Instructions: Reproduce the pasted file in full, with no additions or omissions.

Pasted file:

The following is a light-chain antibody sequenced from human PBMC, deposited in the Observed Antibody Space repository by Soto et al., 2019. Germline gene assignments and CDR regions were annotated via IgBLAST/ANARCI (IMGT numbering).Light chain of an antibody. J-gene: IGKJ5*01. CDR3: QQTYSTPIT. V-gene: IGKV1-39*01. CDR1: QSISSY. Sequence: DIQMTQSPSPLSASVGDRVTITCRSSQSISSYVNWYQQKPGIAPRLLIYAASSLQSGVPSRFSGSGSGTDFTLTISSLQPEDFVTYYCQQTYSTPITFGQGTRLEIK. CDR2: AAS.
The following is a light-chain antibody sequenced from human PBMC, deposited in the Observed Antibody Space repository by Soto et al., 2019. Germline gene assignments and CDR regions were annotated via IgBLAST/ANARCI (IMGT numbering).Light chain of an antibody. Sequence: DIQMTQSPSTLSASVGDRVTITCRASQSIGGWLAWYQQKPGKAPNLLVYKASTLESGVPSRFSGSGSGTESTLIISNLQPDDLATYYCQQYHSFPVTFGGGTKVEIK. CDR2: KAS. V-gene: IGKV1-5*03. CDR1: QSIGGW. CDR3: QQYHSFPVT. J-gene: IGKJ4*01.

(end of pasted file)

The following is a light-chain antibody sequenced from human PBMC, deposited in the Observed Antibody Space repository by Soto et al., 2019. Germline gene assignments and CDR regions were annotated via IgBLAST/ANARCI (IMGT numbering).Light chain of an antibody. J-gene: IGKJ5*01. CDR3: QQTYSTPIT. V-gene: IGKV1-39*01. CDR1: QSISSY. Sequence: DIQMTQSPSPLSASVGDRVTITCRSSQSISSYVNWYQQKPGIAPRLLIYAASSLQSGVPSRFSGSGSGTDFTLTISSLQPEDFVTYYCQQTYSTPITFGQGTRLEIK. CDR2: AAS.
The following is a light-chain antibody sequenced from human PBMC, deposited in the Observed Antibody Space repository by Soto et al., 2019. Germline gene assignments and CDR regions were annotated via IgBLAST/ANARCI (IMGT numbering).Light chain of an antibody. Sequence: DIQMTQSPSTLSASVGDRVTITCRASQSIGGWLAWYQQKPGKAPNLLVYKASTLESGVPSRFSGSGSGTESTLIISNLQPDDLATYYCQQYHSFPVTFGGGTKVEIK. CDR2: KAS. V-gene: IGKV1-5*03. CDR1: QSIGGW. CDR3: QQYHSFPVT. J-gene: IGKJ4*01.